21.  30
    Ton van der Wiele, Peter Kok, Richard McKenna & Alan Brown (2001). A Corporate Social Responsibility Audit Within a Quality Management Framework. Journal of Business Ethics 31 (4):285 - 297.
    In this paper a corporate social responsibility audit is developed following the underlying methodology of the quality award/excellence models. Firstly the extent to which the quality awards already incorporate the development of social responsibility is examined by looking at the Malcolm Baldrige National Quality Award and the European Quality Award. It will be shown that the quality awards do not yet include ethical aspects in relation to social responsibility. Both a clear definition of social responsibility and an improved audit instrument (...)
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  22. Joseph Chan (2000). Legitimacy, Unanimity, and Perfectionism. Philosophy and Public Affairs 29 (1):5–42.
  23. Sin Yee Chan (2000). Can Shu Be the One Word That Serves as the Guiding Principle of Caring Actions? Philosophy East and West 50 (4):507-524.
    It is argued that shu involves one's identification with another person while one criticizes the latter's perspective based on one's own. A mechanism is proposed for developing this sort of critique, based on some significant Confucian values. Finally, shu is applied to the context of caring actions, and it is shown how it can help to solve some of the problems arising in caring for others.
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  24.  46
    Ricky Y. K. Chan, Y. H. Wong & T. K. P. Leung (2008). Applying Ethical Concepts to the Study of “Green” Consumer Behavior: An Analysis of Chinese Consumers' Intentions to Bring Their Own Shopping Bags. [REVIEW] Journal of Business Ethics 79 (4):469-481.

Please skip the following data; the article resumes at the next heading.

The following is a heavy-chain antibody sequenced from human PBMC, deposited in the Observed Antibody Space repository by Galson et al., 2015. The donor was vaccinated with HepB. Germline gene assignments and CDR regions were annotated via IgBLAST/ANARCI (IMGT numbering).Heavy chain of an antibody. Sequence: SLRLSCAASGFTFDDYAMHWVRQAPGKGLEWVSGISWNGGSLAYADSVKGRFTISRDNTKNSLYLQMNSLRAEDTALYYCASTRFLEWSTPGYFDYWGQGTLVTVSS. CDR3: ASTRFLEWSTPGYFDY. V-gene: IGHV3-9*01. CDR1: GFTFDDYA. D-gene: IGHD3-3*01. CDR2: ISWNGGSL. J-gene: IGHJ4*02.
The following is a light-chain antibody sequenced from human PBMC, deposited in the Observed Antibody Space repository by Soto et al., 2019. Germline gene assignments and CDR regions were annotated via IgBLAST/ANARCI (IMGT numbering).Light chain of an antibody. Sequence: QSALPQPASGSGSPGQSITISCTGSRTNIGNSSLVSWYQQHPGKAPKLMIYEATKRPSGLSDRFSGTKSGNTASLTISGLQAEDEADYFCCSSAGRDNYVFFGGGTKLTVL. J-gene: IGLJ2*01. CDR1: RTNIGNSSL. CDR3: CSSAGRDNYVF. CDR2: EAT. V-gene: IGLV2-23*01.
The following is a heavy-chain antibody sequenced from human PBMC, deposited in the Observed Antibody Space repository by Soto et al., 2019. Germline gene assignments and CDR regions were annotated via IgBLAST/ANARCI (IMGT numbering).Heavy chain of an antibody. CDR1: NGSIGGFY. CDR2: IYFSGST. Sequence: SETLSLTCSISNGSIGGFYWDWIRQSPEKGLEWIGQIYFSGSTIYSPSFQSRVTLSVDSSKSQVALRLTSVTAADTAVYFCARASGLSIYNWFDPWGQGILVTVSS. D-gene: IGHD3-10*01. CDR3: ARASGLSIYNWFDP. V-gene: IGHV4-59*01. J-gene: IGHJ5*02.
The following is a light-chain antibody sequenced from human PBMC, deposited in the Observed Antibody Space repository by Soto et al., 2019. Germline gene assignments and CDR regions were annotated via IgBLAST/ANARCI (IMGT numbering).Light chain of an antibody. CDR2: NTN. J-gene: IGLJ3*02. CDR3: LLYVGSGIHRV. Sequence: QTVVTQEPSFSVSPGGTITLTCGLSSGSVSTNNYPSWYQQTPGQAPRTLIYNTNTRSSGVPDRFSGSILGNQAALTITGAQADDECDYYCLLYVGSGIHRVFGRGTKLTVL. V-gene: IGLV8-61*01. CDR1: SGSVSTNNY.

Drawing on the general ethics and social psychology literature, this study presents a model to delineate the major factors likely to affect consumers’ intentions to bring their own shopping bags when visiting a supermarket. The model is empirically validated using a survey of 250 Chinese consumers. Overall, the findings support the hypothesized direct influence of teleological evaluation and habit on BYOB intention, as well as that of deontological evaluation and teleological evaluation on ethical judgment about the BYOB practice. Teleological evaluation (...)
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  25. Wing-Tsit Chan (1957). Neo-Confucianism and Chinese Scientific Thought. Philosophy East and West 6 (4):309-332.
  26.  12
    Ricky Y. K. Chan, Louis T. W. Cheng & Ricky W. F. Szeto (2002). The Dynamics of Guanxi and Ethics for Chinese Executives. Journal of Business Ethics 41 (4):327 - 336.
    This study empirically examines how Chinese executives perceive the role of guanxi and ethics played in their business operations. By factor-analyzing 850 valid replies collected from a comprehensive survey, the present study identifies three distinct ethics-related attitudes and two distinct guanxi-related attitudes for Chinese executives. The cluster analysis of the composite scores of these five attitudinal factors further indicates the existence of three distinct groups of Chinese executives that vary in their ethics and guanxi orientations. The three groups are unethical (...)
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  27.  33